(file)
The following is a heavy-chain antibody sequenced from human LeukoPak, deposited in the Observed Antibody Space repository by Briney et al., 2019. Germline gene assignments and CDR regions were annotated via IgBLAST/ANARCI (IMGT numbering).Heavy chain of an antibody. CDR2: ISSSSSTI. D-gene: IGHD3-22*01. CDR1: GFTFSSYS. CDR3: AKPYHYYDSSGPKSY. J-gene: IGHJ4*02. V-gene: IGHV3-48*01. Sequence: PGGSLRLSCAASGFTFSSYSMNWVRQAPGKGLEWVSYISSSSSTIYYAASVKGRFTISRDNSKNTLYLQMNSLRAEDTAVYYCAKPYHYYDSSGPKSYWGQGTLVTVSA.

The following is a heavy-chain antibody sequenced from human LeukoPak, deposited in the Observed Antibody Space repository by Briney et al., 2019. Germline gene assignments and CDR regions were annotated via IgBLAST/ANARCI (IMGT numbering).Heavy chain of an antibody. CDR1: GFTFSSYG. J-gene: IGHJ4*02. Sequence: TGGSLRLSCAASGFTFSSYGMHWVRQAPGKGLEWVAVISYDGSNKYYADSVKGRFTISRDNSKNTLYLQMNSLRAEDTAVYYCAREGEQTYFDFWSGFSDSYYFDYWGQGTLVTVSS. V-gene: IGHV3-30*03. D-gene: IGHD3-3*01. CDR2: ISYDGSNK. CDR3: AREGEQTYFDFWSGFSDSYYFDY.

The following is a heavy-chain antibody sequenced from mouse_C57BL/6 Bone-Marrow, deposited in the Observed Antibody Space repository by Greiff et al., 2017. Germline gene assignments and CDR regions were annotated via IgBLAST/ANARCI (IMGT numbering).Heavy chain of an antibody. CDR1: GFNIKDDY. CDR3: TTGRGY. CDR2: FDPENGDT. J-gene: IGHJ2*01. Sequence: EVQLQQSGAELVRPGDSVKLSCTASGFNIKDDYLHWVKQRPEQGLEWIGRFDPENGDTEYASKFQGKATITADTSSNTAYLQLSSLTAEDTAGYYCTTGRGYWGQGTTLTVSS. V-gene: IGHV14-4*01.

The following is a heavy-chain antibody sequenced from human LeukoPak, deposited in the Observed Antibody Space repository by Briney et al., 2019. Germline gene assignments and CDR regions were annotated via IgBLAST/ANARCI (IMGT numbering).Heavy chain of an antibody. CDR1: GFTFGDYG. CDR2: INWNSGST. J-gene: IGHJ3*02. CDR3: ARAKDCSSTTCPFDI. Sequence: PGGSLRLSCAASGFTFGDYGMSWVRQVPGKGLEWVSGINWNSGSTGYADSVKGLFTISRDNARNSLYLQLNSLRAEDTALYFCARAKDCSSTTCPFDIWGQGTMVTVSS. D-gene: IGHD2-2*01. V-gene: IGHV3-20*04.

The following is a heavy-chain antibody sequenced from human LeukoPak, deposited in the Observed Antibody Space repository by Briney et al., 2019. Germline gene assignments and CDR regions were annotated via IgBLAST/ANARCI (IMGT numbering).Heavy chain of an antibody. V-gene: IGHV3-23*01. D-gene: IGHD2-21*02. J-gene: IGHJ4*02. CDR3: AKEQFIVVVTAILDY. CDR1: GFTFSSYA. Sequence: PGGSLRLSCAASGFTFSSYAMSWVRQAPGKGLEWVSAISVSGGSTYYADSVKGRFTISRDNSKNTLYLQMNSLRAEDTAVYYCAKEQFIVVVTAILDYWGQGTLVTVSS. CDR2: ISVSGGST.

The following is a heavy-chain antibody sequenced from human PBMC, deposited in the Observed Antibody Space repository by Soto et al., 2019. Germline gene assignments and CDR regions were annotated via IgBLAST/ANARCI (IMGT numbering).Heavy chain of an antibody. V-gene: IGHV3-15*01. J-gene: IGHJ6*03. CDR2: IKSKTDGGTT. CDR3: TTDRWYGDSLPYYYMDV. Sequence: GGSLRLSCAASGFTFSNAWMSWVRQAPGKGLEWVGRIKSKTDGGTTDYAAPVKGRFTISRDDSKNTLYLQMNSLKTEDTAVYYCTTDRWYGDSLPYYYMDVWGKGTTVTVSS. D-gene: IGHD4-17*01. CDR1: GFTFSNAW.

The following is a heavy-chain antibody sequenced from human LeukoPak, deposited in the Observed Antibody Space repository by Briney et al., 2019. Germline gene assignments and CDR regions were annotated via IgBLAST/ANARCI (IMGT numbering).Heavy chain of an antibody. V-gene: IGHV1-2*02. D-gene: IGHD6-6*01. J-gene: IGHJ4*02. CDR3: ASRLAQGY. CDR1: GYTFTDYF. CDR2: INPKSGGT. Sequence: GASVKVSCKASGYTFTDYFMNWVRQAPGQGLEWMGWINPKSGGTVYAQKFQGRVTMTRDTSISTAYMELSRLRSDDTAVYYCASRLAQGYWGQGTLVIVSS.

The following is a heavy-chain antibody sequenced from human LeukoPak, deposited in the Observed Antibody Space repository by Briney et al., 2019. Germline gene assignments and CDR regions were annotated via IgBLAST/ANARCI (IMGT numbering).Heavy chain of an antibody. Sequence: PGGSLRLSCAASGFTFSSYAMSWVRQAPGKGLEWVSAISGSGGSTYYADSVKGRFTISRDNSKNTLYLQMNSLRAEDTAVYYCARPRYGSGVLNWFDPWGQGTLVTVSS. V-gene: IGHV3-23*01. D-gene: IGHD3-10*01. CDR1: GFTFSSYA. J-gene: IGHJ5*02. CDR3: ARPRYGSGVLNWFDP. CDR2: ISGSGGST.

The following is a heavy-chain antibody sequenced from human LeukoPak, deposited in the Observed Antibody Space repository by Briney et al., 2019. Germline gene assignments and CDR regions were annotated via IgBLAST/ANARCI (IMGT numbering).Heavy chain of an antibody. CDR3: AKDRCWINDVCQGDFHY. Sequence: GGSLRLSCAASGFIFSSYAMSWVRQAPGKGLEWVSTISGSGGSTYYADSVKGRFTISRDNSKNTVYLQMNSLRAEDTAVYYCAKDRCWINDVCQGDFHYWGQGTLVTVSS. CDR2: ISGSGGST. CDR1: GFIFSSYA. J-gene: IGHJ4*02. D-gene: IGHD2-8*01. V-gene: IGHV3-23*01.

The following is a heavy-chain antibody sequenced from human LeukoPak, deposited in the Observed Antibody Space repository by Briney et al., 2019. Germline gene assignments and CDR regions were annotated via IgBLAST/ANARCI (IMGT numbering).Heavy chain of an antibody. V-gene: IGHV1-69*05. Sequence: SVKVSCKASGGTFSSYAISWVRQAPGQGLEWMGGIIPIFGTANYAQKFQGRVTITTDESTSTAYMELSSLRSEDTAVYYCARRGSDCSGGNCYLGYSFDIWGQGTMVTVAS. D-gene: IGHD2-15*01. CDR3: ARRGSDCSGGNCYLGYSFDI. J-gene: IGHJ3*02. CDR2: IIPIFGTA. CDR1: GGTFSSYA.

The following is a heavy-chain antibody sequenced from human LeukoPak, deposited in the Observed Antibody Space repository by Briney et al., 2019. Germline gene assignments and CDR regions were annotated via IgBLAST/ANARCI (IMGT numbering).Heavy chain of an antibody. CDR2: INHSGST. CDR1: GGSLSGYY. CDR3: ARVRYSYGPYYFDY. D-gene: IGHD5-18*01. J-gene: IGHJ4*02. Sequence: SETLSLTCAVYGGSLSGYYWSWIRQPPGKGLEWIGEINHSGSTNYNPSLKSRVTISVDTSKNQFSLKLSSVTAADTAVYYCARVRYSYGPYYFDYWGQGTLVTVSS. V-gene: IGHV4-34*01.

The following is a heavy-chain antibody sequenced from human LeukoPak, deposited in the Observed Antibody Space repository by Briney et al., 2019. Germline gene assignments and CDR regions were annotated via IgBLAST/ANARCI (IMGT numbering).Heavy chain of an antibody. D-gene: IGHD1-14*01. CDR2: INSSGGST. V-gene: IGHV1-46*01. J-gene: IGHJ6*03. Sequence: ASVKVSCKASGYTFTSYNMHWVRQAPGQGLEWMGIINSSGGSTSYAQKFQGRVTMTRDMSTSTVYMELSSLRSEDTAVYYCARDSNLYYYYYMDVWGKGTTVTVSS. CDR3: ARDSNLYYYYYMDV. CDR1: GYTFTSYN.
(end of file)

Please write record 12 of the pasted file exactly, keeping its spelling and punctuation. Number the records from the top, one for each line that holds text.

The following is a heavy-chain antibody sequenced from human LeukoPak, deposited in the Observed Antibody Space repository by Briney et al., 2019. Germline gene assignments and CDR regions were annotated via IgBLAST/ANARCI (IMGT numbering).Heavy chain of an antibody. D-gene: IGHD1-14*01. CDR2: INSSGGST. V-gene: IGHV1-46*01. J-gene: IGHJ6*03. Sequence: ASVKVSCKASGYTFTSYNMHWVRQAPGQGLEWMGIINSSGGSTSYAQKFQGRVTMTRDMSTSTVYMELSSLRSEDTAVYYCARDSNLYYYYYMDVWGKGTTVTVSS. CDR3: ARDSNLYYYYYMDV. CDR1: GYTFTSYN.